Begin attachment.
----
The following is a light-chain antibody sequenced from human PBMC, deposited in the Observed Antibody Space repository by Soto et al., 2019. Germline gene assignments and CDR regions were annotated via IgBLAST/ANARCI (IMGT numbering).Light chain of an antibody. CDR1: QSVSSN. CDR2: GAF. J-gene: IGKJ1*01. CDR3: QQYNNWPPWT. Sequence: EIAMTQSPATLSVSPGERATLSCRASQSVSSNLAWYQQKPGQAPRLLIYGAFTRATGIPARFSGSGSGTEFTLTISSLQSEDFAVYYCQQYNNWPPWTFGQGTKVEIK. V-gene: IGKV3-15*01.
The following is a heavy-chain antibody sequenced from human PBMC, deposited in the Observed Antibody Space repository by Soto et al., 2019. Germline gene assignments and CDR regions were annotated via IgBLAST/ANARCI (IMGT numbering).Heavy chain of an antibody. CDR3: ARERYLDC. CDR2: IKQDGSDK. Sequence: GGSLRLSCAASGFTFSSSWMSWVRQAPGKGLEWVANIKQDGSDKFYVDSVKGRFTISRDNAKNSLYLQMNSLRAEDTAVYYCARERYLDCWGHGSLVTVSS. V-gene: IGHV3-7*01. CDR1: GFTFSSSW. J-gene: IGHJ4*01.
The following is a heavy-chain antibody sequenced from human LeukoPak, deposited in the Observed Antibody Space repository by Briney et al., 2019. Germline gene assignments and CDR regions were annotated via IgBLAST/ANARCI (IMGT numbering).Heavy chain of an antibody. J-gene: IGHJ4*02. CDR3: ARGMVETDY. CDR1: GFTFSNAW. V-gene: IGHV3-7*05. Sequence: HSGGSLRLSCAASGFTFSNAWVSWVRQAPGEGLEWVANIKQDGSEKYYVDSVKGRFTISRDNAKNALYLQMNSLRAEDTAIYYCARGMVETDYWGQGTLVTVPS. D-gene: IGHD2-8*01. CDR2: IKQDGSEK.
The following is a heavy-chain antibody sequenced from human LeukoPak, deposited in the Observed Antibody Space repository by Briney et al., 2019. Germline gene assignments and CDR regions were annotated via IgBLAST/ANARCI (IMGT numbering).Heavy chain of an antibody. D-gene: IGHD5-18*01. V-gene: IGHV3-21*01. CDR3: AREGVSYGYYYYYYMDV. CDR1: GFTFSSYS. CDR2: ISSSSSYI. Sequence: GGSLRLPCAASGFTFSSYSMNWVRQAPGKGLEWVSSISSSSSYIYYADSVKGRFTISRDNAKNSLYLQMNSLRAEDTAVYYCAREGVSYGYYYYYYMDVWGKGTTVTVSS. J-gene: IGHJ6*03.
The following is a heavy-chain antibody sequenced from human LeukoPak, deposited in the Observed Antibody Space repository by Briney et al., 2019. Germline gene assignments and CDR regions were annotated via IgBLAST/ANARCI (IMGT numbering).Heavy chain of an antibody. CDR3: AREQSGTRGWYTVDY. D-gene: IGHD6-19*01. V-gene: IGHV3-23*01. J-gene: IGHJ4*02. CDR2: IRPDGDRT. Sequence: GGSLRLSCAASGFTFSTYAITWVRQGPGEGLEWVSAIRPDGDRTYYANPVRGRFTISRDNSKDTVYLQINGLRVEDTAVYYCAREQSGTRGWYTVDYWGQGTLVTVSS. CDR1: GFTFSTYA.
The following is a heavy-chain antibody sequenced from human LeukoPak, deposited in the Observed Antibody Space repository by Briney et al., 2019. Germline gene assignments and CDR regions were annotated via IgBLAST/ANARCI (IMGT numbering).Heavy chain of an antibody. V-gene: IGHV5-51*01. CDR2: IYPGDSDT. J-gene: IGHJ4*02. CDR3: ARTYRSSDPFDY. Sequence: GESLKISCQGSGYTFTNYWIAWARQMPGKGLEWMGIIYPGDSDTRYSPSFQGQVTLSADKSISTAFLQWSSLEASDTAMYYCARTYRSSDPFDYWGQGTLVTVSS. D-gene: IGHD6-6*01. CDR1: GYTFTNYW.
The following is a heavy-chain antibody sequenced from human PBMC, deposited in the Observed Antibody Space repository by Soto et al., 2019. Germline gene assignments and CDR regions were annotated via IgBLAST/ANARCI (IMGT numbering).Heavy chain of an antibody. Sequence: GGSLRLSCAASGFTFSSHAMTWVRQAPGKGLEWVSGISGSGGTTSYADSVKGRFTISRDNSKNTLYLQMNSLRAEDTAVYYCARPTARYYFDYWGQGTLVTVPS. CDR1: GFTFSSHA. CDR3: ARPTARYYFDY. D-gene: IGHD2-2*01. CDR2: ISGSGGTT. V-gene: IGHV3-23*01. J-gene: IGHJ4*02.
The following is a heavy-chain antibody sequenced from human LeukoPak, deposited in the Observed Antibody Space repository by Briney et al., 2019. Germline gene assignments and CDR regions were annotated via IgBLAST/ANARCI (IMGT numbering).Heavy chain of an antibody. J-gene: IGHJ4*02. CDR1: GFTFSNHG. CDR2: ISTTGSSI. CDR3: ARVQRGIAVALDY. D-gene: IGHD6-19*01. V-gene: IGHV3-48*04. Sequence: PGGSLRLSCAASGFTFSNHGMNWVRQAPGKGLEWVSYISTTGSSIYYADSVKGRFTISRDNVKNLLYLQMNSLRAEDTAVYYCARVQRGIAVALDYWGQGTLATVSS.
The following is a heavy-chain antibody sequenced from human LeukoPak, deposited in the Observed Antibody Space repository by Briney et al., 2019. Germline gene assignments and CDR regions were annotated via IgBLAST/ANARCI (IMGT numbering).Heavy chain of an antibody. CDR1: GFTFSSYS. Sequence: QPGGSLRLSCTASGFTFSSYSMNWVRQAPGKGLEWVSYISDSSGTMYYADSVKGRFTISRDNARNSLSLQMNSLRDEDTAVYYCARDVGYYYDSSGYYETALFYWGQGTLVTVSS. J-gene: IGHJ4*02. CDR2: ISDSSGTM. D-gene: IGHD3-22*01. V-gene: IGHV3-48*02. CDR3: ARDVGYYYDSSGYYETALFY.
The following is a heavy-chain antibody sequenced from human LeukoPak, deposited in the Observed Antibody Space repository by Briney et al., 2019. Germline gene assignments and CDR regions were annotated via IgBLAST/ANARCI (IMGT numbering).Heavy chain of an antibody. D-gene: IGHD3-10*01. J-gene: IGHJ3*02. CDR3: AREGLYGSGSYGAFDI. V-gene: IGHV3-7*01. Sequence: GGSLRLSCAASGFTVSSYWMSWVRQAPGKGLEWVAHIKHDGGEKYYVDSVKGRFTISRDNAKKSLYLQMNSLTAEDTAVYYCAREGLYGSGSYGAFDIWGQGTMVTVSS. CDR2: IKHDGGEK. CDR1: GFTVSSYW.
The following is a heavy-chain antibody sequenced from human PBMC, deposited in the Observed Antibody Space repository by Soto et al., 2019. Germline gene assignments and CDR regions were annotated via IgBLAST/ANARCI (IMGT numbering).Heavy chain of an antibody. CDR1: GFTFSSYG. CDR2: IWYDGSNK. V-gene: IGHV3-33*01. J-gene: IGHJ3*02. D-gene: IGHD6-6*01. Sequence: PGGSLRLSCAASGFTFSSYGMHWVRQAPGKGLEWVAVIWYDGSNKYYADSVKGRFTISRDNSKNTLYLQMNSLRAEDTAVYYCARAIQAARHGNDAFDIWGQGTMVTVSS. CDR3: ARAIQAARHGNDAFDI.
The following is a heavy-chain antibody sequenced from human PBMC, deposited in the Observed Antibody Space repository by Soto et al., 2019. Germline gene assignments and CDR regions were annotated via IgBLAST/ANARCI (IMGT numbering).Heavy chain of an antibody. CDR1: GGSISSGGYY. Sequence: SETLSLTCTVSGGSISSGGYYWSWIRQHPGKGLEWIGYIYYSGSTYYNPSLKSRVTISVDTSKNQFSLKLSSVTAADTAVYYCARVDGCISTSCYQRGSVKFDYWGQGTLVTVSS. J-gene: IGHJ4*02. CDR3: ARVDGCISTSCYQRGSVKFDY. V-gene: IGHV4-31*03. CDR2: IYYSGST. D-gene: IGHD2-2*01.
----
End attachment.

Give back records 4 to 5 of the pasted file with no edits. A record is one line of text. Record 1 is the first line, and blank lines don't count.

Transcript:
The following is a heavy-chain antibody sequenced from human LeukoPak, deposited in the Observed Antibody Space repository by Briney et al., 2019. Germline gene assignments and CDR regions were annotated via IgBLAST/ANARCI (IMGT numbering).Heavy chain of an antibody. D-gene: IGHD5-18*01. V-gene: IGHV3-21*01. CDR3: AREGVSYGYYYYYYMDV. CDR1: GFTFSSYS. CDR2: ISSSSSYI. Sequence: GGSLRLPCAASGFTFSSYSMNWVRQAPGKGLEWVSSISSSSSYIYYADSVKGRFTISRDNAKNSLYLQMNSLRAEDTAVYYCAREGVSYGYYYYYYMDVWGKGTTVTVSS. J-gene: IGHJ6*03.
The following is a heavy-chain antibody sequenced from human LeukoPak, deposited in the Observed Antibody Space repository by Briney et al., 2019. Germline gene assignments and CDR regions were annotated via IgBLAST/ANARCI (IMGT numbering).Heavy chain of an antibody. CDR3: AREQSGTRGWYTVDY. D-gene: IGHD6-19*01. V-gene: IGHV3-23*01. J-gene: IGHJ4*02. CDR2: IRPDGDRT. Sequence: GGSLRLSCAASGFTFSTYAITWVRQGPGEGLEWVSAIRPDGDRTYYANPVRGRFTISRDNSKDTVYLQINGLRVEDTAVYYCAREQSGTRGWYTVDYWGQGTLVTVSS. CDR1: GFTFSTYA.